Saturday, 19 December 2009

Abstracting the Landscape

Whenever I visit a gallery it tends to be the abstracts that draw my attention. If you had asked me why that was, or what I thought made a good abstract I am not sure I could have told you and maybe it was for this reason that I had toyed with, but not felt confident enough to produce abstract work of my own.

This year I have met two abstract artists here in the Pyrenees Orientales, each of whom has a very different approach and style and recently we have begun to meet and paint together once a month.  It is through working with these two women that I have begun to really appreciate the difference between painting for the sake of the paint and painting to make pictures. I have taken my first few steps into this new world of paint.  In producing three abstracts of my own I have started to appreciate just how much the abstract relies on the paint and its application. The abstract has to speak for itself, there is no picture telling a story only the paint and its effect on the viewer.

Composition, colour, texture, layering, mark making – each element of the abstract painting is all important if a successful result is to be achieved.  I suppose what I was struggling with was the question of how I would know whether I had achieved a successful abstract and only time will tell whether I can answer that for myself.  In the meantime, just take a look at the styles of my two friends.

First there is Jennifer Lussman who has been working this way for a long time now.  Her strong abstracts resonate and glow, textures are really important and the work very tactile.

Then there is Mary Jose.  Mary started out as a watercolour artist and has only made the move to abstraction in the last year, using a pouring technique to create her pieces.  She  has a wonderful colour sense and builds up thin layers of paint to create her effects, bringing in brush hand knife work in the finishing stages.

Encouraged by these two women I have produced my first two pieces that you can see here and at the top of this blog.  I have thoroughly enjoyed the experience of paint for the sake of itself as well as using a very limited palette on a black background.  I am now proposing to look at ways to simplify my landscapes and my husband has suggested I call the process ‘extraction’ rather than ‘abstraction’ ! I rather like that idea.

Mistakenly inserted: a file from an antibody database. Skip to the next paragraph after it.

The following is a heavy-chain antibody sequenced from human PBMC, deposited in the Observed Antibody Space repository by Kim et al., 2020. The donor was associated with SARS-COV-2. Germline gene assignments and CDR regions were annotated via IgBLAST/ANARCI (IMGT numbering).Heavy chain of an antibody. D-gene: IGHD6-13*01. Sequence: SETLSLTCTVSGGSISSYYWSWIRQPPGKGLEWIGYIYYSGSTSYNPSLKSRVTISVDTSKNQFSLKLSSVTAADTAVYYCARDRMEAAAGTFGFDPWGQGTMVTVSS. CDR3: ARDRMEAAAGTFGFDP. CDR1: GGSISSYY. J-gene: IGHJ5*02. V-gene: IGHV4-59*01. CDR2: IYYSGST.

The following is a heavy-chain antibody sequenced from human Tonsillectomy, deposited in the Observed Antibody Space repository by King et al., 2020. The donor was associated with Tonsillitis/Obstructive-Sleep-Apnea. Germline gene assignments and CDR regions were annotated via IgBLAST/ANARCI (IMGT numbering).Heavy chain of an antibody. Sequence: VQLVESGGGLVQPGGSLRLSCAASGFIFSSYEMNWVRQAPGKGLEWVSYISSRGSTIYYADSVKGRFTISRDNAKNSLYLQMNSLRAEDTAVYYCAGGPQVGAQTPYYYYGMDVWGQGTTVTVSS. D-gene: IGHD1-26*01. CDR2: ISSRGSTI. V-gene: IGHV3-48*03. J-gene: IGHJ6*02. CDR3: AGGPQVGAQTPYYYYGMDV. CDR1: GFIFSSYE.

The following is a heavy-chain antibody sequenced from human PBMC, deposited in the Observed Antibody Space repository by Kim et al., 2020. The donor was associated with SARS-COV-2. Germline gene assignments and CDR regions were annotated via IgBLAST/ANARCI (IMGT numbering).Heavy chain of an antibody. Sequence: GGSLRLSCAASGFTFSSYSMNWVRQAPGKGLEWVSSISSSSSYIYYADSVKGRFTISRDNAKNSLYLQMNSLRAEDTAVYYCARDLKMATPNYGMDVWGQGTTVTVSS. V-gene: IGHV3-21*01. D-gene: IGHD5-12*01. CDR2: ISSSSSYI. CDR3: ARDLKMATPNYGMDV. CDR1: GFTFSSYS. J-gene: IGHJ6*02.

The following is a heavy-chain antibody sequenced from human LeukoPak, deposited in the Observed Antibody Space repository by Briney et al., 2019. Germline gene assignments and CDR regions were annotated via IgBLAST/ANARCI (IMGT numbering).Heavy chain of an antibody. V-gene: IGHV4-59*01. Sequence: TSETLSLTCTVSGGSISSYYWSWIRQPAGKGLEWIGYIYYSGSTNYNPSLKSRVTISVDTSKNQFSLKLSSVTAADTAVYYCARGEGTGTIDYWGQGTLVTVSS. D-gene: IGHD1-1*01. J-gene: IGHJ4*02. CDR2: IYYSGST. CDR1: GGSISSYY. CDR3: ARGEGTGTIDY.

Friday, 4 December 2009

Changing and developing a style

Early on in my painting career I attended a marketing seminar which was supposed to give artists good marketing advice and pointers for attracting galleries.  One of the other artists attending that seminar was a  well established professional who warned me not to exhibit too early.  I’m afraid I didn’t take too much notice at the time, but when I look back, I know she was absolutely right.

I had a lucky break then and was offered a one woman show at a venue in central London.  I exhibited around 21 canvasses – it left an impression of my work that I now regret.  So when do you know that you are ready to exhibit ? I have to say that I still find the whole process rather like dancing in public in the nude !  You are exposing your soul when you show your work and laying a very delicate part of the ego open to criticism. There are still paintings that I show that I feel doubtful about, only to find that they sell immediately and others of which I am quite confident take a while before they find a home. This one below I could have sold 4 times over.

My landscapes told stories and had a somewhat naiive quality about them that has gone now.  Work has to evolve – the more you paint the more you find out.  There is always something to learn, some happy accident that can lead you to the next stage .  Part of my recent creative block was to do with a deep seated dissatisfaction with what I was doing, that allowed the niggly little voice of self criticism to take hold.  I have experimented with various different new approaches as a result and think that I am coming back to the conclusion that it is better to continue along the familiar path and allow that to develop rather than starting all over from a completely fresh perspective.  I think there is a certain amount of commercial sense in that if you already have a following and have found a market.  

I’d be interested in hearing from other artists on the subject of their own development and career progression and whether they took a radically different path at some stage.